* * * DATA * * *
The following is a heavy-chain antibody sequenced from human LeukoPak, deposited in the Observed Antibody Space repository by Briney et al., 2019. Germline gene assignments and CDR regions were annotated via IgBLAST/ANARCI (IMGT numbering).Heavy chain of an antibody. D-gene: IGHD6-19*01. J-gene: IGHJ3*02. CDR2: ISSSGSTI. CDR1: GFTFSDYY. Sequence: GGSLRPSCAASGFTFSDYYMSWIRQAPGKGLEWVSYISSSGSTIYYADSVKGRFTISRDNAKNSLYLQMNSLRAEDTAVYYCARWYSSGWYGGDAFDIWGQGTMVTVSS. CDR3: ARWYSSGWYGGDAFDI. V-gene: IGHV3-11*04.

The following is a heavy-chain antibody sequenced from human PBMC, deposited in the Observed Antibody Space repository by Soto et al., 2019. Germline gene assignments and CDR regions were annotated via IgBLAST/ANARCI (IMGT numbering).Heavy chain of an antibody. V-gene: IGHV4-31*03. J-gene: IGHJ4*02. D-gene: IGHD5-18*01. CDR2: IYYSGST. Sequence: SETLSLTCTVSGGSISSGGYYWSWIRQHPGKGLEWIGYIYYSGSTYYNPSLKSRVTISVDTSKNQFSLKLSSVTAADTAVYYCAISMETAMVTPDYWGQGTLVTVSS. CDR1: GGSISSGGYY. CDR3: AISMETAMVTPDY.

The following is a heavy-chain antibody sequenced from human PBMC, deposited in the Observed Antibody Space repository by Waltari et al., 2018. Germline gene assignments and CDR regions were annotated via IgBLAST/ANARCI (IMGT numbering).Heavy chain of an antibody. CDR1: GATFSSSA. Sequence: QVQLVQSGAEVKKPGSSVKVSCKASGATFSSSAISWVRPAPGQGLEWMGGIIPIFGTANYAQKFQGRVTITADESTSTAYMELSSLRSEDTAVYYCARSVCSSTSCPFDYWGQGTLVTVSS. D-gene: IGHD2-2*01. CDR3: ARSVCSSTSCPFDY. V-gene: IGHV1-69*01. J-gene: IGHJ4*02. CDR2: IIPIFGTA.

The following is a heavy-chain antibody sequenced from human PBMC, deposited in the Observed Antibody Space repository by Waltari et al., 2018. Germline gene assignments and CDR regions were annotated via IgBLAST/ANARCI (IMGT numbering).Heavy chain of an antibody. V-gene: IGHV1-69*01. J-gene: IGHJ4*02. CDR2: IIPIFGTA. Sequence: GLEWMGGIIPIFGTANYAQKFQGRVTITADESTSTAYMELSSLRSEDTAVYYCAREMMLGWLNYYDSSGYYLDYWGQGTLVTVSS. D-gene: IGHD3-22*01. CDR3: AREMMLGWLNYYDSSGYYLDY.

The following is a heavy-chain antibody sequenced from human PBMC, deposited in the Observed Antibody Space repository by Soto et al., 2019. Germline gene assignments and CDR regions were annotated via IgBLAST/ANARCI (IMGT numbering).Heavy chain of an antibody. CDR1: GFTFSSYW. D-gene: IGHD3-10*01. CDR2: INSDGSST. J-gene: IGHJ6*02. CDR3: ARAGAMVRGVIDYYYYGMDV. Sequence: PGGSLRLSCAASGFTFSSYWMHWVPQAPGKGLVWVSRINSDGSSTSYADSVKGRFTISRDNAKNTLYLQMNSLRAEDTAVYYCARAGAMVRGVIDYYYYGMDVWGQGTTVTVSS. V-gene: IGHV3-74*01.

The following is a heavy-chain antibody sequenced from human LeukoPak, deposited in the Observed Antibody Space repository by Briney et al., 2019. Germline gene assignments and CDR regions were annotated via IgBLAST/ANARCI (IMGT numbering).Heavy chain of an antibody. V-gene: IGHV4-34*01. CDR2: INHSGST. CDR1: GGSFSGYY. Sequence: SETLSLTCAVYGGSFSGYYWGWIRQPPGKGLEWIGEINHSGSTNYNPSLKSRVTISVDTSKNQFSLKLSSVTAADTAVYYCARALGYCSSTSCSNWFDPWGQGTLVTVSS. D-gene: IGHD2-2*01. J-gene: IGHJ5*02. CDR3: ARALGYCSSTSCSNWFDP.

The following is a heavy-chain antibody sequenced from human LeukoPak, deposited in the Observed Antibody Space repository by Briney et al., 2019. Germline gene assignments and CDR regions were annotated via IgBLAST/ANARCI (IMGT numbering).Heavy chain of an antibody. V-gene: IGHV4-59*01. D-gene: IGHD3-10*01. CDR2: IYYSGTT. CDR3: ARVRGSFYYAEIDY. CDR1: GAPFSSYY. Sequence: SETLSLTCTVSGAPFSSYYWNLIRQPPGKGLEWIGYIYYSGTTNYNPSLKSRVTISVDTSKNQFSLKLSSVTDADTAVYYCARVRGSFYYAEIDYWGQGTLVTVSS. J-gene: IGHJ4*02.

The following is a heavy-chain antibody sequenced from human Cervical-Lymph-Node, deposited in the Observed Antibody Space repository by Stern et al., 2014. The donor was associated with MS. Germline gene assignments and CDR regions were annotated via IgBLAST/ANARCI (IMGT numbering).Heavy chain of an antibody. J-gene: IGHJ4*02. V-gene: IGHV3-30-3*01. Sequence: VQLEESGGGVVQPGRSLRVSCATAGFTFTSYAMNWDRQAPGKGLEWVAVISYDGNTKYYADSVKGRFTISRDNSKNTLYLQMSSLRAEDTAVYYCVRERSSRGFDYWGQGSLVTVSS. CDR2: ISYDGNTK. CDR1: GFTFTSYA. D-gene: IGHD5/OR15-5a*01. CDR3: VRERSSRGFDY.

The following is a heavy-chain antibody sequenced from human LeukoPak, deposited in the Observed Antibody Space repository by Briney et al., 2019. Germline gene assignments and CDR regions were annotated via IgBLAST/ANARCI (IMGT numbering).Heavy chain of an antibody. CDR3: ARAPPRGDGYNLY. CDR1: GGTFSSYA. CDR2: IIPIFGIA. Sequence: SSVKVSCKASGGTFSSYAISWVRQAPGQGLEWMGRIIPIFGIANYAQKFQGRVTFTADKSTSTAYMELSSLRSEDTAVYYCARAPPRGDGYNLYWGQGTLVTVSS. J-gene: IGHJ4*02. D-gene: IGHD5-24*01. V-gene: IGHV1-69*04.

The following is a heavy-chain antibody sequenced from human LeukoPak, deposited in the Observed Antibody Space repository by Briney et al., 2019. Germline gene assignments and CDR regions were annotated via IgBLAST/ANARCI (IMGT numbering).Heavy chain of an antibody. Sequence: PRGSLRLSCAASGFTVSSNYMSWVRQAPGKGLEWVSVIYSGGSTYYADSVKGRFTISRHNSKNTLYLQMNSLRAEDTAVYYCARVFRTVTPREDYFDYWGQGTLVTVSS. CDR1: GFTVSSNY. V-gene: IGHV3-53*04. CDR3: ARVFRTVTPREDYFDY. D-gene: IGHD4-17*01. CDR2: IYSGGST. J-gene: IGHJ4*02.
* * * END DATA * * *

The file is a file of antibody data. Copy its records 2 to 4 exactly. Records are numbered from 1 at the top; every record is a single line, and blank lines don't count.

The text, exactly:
The following is a heavy-chain antibody sequenced from human PBMC, deposited in the Observed Antibody Space repository by Soto et al., 2019. Germline gene assignments and CDR regions were annotated via IgBLAST/ANARCI (IMGT numbering).Heavy chain of an antibody. V-gene: IGHV4-31*03. J-gene: IGHJ4*02. D-gene: IGHD5-18*01. CDR2: IYYSGST. Sequence: SETLSLTCTVSGGSISSGGYYWSWIRQHPGKGLEWIGYIYYSGSTYYNPSLKSRVTISVDTSKNQFSLKLSSVTAADTAVYYCAISMETAMVTPDYWGQGTLVTVSS. CDR1: GGSISSGGYY. CDR3: AISMETAMVTPDY.

The following is a heavy-chain antibody sequenced from human PBMC, deposited in the Observed Antibody Space repository by Waltari et al., 2018. Germline gene assignments and CDR regions were annotated via IgBLAST/ANARCI (IMGT numbering).Heavy chain of an antibody. CDR1: GATFSSSA. Sequence: QVQLVQSGAEVKKPGSSVKVSCKASGATFSSSAISWVRPAPGQGLEWMGGIIPIFGTANYAQKFQGRVTITADESTSTAYMELSSLRSEDTAVYYCARSVCSSTSCPFDYWGQGTLVTVSS. D-gene: IGHD2-2*01. CDR3: ARSVCSSTSCPFDY. V-gene: IGHV1-69*01. J-gene: IGHJ4*02. CDR2: IIPIFGTA.

The following is a heavy-chain antibody sequenced from human PBMC, deposited in the Observed Antibody Space repository by Waltari et al., 2018. Germline gene assignments and CDR regions were annotated via IgBLAST/ANARCI (IMGT numbering).Heavy chain of an antibody. V-gene: IGHV1-69*01. J-gene: IGHJ4*02. CDR2: IIPIFGTA. Sequence: GLEWMGGIIPIFGTANYAQKFQGRVTITADESTSTAYMELSSLRSEDTAVYYCAREMMLGWLNYYDSSGYYLDYWGQGTLVTVSS. D-gene: IGHD3-22*01. CDR3: AREMMLGWLNYYDSSGYYLDY.